Learn more: http://speakersoffice.gov.ng/constituencies_kaduna_7.htm
Issue: Gender equality and development
How he delivers for women: “More Than a 100 Million Women Are Missing.” That was the title of the breakthrough article Sen wrote in 1990. He declared that 100 million women who should be alive are not, because of unequal access to medical care, inadequate nutrition, and selective abortion. Since then, Sen’s research on women has been groundbreaking, indispensable, and persuasive, convincing policymakers worldwide that in order to succeed, “the central feature of any development program has to be greater power to women.” He has provided the empirical evidence for the importance of gender equality, women’s empowerment, girls’ education and gender-focused aid programs. He tackled gender discrimination when others in his field considered women’s issues marginal, and has been unrelenting in his insistence that economists and policymakers take women into account. For that, we salute him.
Learn more: http://www.economics.harvard.edu/faculty/sen
Issue: Maternal health, reproductive rights and women’s empowerment
How she delivers for women: Sheffield is a champion of maternal health and reproductive rights, fighting to end the deluge of preventable deaths that take the lives of approximately 350,000 girls and women each year during pregnancy and childbirth. In the mid-1960s, while volunteering for a family planning clinic in Kenya, Sheffield met women who were unable to access contraception without their husbands’ permission, and the experience launched a lifelong commitment to women’s reproductive health and rights. In 1987, Sheffield co-founded Family Care International, a nonprofit organization committed to improving maternal health in the world’s poorest nations, and helped to establish the Safe Motherhood Initiative, which placed maternal health on the global health agenda. In 2007, Sheffield launched Women Deliver, a global conference which brings together world leaders to galvanize action on the health of girls and women. Sheffield is an icon in the field of maternal health, fighting to make sure that world leaders put women – and their health – first.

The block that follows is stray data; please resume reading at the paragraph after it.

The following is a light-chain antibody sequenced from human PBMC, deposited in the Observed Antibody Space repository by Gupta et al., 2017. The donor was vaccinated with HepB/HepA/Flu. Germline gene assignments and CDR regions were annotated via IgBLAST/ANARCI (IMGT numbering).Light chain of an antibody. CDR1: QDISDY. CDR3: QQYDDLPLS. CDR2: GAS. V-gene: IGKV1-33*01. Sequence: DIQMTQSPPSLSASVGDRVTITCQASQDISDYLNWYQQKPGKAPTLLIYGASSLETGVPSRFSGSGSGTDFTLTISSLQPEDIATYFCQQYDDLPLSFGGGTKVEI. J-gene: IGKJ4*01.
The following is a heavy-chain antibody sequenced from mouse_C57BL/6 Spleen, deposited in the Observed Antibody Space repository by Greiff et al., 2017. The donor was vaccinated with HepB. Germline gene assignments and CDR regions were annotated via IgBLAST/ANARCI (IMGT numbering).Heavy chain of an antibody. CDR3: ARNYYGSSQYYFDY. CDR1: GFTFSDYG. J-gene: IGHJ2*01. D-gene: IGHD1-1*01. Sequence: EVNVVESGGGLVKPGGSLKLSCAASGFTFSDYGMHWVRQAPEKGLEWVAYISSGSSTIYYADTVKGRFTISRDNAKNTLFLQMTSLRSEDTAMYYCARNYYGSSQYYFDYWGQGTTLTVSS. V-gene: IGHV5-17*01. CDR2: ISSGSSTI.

Learn more: http://www.womendeliver.org/about/staff/
Issue: Gender equality and human rights
How she delivers for women: Forced to flee Cambodia as a teenager, Sochua returned after years in exile to face the consequences of the Khmer Rouge: girls sold into prostitution to support impoverished families, widespread corruption, and no female representation in government. Sochua founded the country’s first NGO for women, Khemara, which provides education, childcare, emergency shelter and other essential services to girls and women. She became a Member of Parliament and then the first female Minister of Women’s and Veteran’s Affairs, one of only two women in the cabinet. In 2002, she mobilized 12,000 women to run for local elections, and over 900 won. In 2004, she stepped down as Minister, decrying government corruption, and now serves as a member of parliament for the opposition. In the face of overwhelming obstacles, Sochua has over and over again proven herself a champion of Cambodia’s women.
Learn more: http://musochua.org
Issue: Gender equality
How she delivers for women: As the face and heart of the American feminist movement, Steinem has been redefining the fight for gender equality since the 1960s. In over four decades of activism and organizing, she has pursued a radically simple goal: a world in which everyone matters. Steinem co-founded Ms. Magazine in 1972, tackling issues that nobody else would, from domestic violence to children’s rights to abortion. She was the force behind initiatives including Voters for Choice, the Ms. Foundation for Women, Take Our Daughters to Work Day, and the Women’s Media Center. She has lent her iconic voice to women’s causes worldwide, speaking out with particular passion for equal economic opportunity and reproductive rights, and against sex-trafficking. Above all, she continually reminds us that as feminists, our work is not over until everyone, everywhere is equal.
Learn more: http://www.gloriasteinem.com/
Issue: Maternal health and midwifery